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Nassar Law blog

How soon can I begin applying for credit cards after filing for bankruptcy?
17 June 2017

I have been approached with this question on a few occasions while serving those within the City of Anaheim. To answer in short:

Credit card debt is normally discharged in bankruptcy regardless of the amount. The discharge wipes out your liability as a debtor. However, if a debtor intentionally incurs liability with the intent of filing bankruptcy on the debt (“fraudulent intent”) or purchases luxury items/cash out advances using credit cards, the court may deem this act as fraud and the debt may be deemed non-dischargeable. Two common forms of misuse are typically seen:

Charging luxury goods or taking out cash advances prior to filing bankruptcy

Often, debtors become entangled in massive credit card debt simply by overspending and/or poor budgeting. In other words, a debtor may not have “fraudulent intent.” However, if a debtor:

  1. incurs large balances on luxury items and services more than $650 (aggregate value) within ninety (90) days of filing, a presumption of fraud occurs; or
  2. makes cash advances totaling $925 or more (aggregate) within 70 days before filing, a presumption of fraud occurs.

Using credit cards while intending to file bankruptcy

This is the most common and most easily alleged occurrence. The act is as simple as the heading. A debtor who uses his/her credit card with the intention of filing bankruptcy on the credit card used has committed fraud.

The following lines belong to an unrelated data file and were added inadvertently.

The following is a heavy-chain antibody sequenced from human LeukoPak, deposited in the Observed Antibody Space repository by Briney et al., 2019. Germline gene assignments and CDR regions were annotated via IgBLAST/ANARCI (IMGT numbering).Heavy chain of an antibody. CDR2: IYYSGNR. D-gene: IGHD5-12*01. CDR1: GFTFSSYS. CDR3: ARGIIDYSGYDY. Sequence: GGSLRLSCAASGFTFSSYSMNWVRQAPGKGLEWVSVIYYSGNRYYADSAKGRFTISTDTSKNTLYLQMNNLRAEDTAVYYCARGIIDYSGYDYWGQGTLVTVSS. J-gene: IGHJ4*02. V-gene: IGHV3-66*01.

1. Credit Card/Lender must allege the fraudulent intention of the debtor
  2. Credit card/lenders typically monitor a debtor’s activity, especially those made prior to filing of bankruptcy. When locating misuse/fraud, the credit card/lender will initiate an “adversary proceeding” in an effort to have the debt deemed fraudulent and thus non-dischargeable. However, unless the credit card/lender company moves to allege credit card fraud through an “adversary proceeding” within the debtor’s bankruptcy, then the debt will be discharged. Again, the creditor must allege fraud via the adversary proceeding.

  3. Overcoming the presumption
  4. To overcome a presumption of fraud, a debtor must provide evidence of:

    1. intention to repay the debt incurred when purchased, and/or
    2. no intention of filing bankruptcy at time of purchase.

It is crucial to select an experienced Bankruptcy Attorney. Anaheim City attorney Gregory E. Nassar is an experienced Bankruptcy Lawyer serving Anaheim City, Whittier, and other cities within Orange County, Riverside County, Los Angeles County, and San Bernardino County. Gregory E. Nassar will review the case, carefully evaluating all a debtor’s purchases and potential pitfalls. The presumption of fraud raised by creditors can apply to any debtor wishing to file bankruptcy (Chapter 7 or Chapter 13) within the City of Anaheim, Orange County.

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